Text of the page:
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dc.contributor.authorLi, Qianqian
dc.date.accessioned2019-05-13T19:34:46Z
dc.date.available2019-05-13T19:34:46Z
dc.identifier.urihttp://hdl.handle.net/10464/14115
dc.description.abstractThis paper studies the impacts of incentive compensation to the top five executives on employee wages. We employ pay-performance sensitivity (PPS) to measure executive incentive compensation. Using data for firms from Wharton Research Data Services over 1992 to 2017 period, we find that there exists a negative relation between executive incentive compensation and employee wages. In addition, we examine the impacts of executive incentive compensation on employee wages in different industries and find that the impacts are more severe in non-technology firms than in technology firms. Finally, we show that the executives with higher incentive compensation are more likely to suppress employee wages in financially distressed firms. Since the impacts of incentive compensation to top five executives on employee wages are similar to those to CEO, top executives appear to work together as a team, which supports executive compensation as team perspective. Furthermore, firm performance may not be promoted by granting high incentive compensation to executives.en_US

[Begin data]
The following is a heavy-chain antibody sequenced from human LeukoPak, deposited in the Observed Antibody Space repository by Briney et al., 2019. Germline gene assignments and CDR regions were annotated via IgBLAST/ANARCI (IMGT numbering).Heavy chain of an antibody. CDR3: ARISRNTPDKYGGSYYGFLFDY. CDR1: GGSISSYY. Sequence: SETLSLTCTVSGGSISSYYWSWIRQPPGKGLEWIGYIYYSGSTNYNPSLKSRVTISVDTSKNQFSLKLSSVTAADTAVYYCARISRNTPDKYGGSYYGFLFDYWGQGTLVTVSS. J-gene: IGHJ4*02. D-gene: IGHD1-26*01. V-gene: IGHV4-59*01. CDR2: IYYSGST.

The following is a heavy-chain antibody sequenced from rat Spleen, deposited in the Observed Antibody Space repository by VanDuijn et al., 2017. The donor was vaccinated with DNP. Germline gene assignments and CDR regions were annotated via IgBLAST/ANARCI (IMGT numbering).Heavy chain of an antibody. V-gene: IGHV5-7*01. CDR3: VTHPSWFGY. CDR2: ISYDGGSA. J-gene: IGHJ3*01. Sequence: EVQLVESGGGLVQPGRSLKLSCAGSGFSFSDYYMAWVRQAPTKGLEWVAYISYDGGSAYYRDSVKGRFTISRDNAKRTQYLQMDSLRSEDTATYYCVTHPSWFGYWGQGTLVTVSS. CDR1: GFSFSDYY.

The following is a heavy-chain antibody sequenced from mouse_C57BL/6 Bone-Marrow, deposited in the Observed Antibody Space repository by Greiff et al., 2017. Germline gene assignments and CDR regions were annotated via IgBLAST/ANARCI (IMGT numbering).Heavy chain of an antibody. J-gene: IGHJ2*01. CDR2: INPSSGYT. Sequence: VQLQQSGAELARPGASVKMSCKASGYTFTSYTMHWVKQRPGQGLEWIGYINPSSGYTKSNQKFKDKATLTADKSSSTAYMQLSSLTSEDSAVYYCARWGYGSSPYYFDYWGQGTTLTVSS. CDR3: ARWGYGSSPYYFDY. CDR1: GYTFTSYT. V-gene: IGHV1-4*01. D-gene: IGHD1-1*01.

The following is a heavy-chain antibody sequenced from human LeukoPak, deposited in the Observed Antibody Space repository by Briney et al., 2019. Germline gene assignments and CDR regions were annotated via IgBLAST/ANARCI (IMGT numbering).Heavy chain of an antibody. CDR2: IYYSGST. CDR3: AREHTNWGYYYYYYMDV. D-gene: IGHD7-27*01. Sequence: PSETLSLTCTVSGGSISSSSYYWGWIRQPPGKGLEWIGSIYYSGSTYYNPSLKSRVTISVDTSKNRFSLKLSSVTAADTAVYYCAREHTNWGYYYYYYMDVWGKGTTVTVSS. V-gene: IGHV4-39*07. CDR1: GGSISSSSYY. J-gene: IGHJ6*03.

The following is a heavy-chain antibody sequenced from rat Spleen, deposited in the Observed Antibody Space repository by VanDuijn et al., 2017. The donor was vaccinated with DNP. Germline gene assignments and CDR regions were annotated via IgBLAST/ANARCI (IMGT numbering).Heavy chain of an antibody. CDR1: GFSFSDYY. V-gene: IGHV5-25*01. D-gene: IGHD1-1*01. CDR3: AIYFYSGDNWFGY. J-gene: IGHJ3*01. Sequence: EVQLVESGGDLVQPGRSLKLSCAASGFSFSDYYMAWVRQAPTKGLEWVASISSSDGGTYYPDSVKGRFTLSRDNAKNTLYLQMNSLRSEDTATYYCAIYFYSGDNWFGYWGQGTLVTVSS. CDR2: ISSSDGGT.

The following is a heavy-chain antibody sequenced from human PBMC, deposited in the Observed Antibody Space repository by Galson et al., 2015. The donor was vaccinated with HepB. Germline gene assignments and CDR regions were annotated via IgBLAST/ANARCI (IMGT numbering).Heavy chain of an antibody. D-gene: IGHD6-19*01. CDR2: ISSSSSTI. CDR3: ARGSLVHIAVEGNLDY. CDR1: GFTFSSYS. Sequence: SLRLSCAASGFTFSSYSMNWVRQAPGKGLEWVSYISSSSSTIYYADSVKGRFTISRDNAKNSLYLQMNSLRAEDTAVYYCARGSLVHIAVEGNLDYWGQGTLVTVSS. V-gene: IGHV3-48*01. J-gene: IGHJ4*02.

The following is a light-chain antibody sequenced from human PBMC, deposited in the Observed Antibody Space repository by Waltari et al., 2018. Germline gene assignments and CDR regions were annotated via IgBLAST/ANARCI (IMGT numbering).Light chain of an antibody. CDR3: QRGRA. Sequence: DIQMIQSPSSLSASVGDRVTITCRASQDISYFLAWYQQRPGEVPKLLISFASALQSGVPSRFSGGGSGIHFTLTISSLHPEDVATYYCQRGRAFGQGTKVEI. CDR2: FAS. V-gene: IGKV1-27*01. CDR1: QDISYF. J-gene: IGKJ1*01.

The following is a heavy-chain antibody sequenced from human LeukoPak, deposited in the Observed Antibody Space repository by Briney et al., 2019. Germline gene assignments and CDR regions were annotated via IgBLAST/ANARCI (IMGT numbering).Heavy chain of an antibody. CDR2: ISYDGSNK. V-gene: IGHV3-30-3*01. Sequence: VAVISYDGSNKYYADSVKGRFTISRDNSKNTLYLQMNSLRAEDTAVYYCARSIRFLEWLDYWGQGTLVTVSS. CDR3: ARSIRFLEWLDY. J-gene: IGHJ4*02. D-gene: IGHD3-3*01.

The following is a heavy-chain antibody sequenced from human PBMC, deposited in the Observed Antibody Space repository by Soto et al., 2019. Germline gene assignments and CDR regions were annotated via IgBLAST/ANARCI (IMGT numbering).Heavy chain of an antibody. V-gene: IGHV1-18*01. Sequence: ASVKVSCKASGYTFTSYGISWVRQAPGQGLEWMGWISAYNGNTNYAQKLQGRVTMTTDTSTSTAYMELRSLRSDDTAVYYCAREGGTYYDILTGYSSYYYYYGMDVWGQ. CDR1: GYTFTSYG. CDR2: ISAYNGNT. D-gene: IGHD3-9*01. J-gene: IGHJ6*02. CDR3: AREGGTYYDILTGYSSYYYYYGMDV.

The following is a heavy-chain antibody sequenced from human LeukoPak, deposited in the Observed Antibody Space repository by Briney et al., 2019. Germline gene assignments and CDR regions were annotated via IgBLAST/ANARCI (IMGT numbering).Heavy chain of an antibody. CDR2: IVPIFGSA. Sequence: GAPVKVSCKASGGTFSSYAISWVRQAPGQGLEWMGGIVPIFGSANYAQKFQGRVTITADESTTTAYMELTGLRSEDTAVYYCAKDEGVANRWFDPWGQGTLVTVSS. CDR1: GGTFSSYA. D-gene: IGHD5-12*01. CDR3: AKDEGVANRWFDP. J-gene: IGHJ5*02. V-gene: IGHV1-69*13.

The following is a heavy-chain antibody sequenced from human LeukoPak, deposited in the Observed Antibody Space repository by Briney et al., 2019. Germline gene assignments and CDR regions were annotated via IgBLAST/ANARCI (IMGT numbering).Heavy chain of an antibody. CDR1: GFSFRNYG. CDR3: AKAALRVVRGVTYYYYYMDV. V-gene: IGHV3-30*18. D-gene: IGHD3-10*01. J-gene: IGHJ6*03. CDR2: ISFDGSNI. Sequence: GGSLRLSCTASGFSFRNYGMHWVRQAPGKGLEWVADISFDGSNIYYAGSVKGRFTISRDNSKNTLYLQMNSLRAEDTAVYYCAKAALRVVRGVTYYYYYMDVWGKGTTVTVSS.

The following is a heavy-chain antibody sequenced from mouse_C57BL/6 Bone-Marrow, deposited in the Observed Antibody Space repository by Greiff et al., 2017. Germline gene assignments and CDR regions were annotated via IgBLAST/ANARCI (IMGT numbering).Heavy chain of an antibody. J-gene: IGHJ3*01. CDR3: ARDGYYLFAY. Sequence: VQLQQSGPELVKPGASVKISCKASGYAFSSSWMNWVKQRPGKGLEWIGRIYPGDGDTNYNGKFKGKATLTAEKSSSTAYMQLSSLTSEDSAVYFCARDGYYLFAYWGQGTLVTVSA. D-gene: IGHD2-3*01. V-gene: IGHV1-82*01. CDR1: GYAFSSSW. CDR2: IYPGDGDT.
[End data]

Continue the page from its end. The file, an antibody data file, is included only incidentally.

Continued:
dc.language.isoengen_US
dc.publisherBrock Universityen_US
dc.subjectExecutive incentive compensationen_US
dc.subjectpay-performance sensitivityen_US
dc.subjectaverage employee wagesen_US
dc.subjectincome inequalityen_US
dc.subjectagency conflictsen_US
dc.titleImpacts of Top Five Executives’ Compensation on Employee Wagesen_US
dc.typeElectronic Thesis or Dissertationen_US
dc.degree.nameM.Sc. Managementen_US
dc.degree.levelMastersen_US
dc.contributor.departmentFaculty of Business Programsen_US
dc.degree.disciplineFaculty of Businessen_US


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